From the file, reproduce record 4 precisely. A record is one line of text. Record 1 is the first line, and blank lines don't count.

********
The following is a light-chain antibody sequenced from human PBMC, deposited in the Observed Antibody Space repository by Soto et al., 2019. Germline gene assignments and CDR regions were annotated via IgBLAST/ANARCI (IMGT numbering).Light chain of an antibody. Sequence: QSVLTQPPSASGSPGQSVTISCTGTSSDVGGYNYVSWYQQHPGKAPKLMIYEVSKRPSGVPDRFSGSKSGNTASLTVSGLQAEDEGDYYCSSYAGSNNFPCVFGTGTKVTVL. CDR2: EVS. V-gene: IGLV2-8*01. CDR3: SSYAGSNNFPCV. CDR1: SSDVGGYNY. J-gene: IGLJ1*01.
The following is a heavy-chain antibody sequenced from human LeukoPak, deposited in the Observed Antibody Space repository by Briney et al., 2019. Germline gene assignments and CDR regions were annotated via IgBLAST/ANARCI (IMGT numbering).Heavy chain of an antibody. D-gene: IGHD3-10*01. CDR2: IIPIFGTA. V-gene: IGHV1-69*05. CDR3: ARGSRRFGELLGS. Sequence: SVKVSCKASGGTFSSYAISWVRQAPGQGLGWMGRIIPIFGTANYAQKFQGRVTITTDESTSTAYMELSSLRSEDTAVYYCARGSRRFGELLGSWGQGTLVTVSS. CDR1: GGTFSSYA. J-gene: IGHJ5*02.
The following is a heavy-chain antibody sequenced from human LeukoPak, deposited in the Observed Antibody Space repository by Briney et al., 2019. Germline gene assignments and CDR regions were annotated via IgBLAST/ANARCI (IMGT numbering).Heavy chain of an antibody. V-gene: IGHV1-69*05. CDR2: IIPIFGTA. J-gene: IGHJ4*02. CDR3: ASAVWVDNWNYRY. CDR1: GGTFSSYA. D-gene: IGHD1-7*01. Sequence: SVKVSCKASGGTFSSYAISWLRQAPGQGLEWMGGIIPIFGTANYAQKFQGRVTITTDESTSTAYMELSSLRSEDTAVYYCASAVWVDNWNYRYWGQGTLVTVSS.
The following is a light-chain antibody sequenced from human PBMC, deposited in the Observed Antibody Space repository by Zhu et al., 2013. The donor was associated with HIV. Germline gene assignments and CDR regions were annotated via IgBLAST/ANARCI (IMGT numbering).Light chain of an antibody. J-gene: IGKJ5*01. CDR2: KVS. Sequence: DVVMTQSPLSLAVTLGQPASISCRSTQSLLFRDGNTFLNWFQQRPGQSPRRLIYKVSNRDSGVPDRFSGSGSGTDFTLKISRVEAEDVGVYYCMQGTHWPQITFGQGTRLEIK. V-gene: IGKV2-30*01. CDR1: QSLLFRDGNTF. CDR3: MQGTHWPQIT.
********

The following is a light-chain antibody sequenced from human PBMC, deposited in the Observed Antibody Space repository by Zhu et al., 2013. The donor was associated with HIV. Germline gene assignments and CDR regions were annotated via IgBLAST/ANARCI (IMGT numbering).Light chain of an antibody. J-gene: IGKJ5*01. CDR2: KVS. Sequence: DVVMTQSPLSLAVTLGQPASISCRSTQSLLFRDGNTFLNWFQQRPGQSPRRLIYKVSNRDSGVPDRFSGSGSGTDFTLKISRVEAEDVGVYYCMQGTHWPQITFGQGTRLEIK. V-gene: IGKV2-30*01. CDR1: QSLLFRDGNTF. CDR3: MQGTHWPQIT.